The experiences of the Selkirk colonists who settled near Lake Winnipeg offer an example. The winter wheat, first tried in 1811–1812, failed. Successive crops of spring wheat also succumbed to drought, freezing, and insects. To obtain sufficient seed for the 1820 crop, a band of Selkirk settlers had to trek more than 2,000 km (round trip) to Prairie du Chien on the upper Mississippi River during the dead of winter. After about a decade of hungry times, the colony began to sustain itself (12). The prolonged troubles of the Selkirk colonists represented a clear case of settlers leapfrogging beyond the limits of their climatic knowledge. However, even when settlers inched west in a more orderly fashion, the challenge of adapting was daunting. In the 1840s, attempts to grow soft winter wheat on the Wisconsin Prairie failed repeatedly, and wheat culture succeeded only after farmers switched to a new hard spring wheat cultivar (13).
While the spread of railroads and mechanized equipment helped farmers get more per acre—producing a unit of wheat took half the labor in 1913 as it did in 1840—adaptation was only successful thanks to the laborious work of breeding hardier seeds, with both private and public funding. German Mennonites—who immigrated from (cold and dry) southern Russia to Kansas in the late 19th century—introduced Turkey wheat in 1873, which thrived in the tougher climates the new farmers had been accustomed to back home. By 1919 Turkey seeds provided more than 80% of the wheat acerage in Nebraska and Kansas, and nearly 70% of the average in Colorado and Nebraska. The authors quote a government plant breeder who said that without the Turkey strain:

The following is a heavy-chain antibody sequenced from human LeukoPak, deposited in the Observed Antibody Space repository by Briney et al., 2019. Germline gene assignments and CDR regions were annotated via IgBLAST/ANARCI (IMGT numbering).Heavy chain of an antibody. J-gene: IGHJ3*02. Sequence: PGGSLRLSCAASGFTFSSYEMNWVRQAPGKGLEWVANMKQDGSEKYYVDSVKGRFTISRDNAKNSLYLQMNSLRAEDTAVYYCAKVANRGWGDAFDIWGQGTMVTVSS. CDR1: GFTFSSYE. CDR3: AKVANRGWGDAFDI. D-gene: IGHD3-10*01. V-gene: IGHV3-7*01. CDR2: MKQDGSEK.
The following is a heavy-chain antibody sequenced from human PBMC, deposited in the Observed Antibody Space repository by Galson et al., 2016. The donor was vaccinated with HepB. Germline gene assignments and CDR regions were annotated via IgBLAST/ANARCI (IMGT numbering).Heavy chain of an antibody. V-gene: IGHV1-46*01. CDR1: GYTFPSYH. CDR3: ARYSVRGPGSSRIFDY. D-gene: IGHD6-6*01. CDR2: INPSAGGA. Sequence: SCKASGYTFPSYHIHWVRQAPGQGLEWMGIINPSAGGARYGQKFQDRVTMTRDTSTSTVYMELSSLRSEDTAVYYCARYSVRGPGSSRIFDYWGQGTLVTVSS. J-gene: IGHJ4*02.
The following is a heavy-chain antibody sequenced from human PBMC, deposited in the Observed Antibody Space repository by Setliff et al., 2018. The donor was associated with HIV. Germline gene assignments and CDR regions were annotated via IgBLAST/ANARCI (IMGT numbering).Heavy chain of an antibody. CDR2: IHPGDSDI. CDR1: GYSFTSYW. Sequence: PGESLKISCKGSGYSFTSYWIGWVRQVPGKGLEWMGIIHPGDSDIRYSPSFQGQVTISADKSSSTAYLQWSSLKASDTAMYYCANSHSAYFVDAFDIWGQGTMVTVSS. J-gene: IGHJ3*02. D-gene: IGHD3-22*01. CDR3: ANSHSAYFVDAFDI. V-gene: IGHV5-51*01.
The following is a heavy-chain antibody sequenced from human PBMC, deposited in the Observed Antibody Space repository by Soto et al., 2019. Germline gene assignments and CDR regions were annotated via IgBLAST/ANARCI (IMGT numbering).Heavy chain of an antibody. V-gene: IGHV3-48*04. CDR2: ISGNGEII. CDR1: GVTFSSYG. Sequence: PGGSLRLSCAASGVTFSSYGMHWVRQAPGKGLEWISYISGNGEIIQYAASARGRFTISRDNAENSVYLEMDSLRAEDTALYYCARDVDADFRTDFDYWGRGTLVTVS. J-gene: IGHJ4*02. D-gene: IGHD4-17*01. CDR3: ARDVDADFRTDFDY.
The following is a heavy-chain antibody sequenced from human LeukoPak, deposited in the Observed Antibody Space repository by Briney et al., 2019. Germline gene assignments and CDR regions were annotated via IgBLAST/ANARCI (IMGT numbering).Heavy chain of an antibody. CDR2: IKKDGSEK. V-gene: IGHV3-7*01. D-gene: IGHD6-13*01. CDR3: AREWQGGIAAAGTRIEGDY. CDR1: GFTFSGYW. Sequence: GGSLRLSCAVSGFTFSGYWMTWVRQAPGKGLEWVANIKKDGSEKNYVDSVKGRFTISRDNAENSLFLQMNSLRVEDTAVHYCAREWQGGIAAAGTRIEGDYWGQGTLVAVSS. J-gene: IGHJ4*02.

The wheat crop of Kansas today would be no more than half what it is, and the farmers of Nebraska, Montana and Iowa would have no choice but to grow spring wheat.
The introduction and breeding of those strains wasn’t accidental, either. Railroad companies—who wanted people to move west—encouraged the immigrants from cold-weather regions who might be able to make the Midwest bloom, and the government invested in plant breeding research. By 1919, 27% of the wheat acerage in the U.S. was planted with cultivars bred by the public sector. Today in the U.S. and Canada 84% of wheat acerage is planted with cultivars bred by the public sector. That’s worth remembering as a fiscally conservative Congress debates cutting basic research spending.
Of course, farmers in a warmer world will need to deal with higher temperatures, not lower ones. But the PNAS paper notes that farmers in Mexico have been successful over time breeding more wheat in hot and dry areas. In all likelihood, farmers will need to respond to warmer temperatures over time by shifting agriculture further north into Canada and even Alaska—but Olmstead and Rhode note that even with the predicted high temperatures of 2100, farmers near Edmonton, Alberta and Dickerson, South Dakota will still be dealing with temperatures that will be colder than those faced by eastern wheat growers back in 1839. Adapting to climate change won’t be easy—especially because we don’t know whether there will be larger changes on a regional or local basis that could upset our best efforts. But we’ve done it before—and we’ll need to do it again.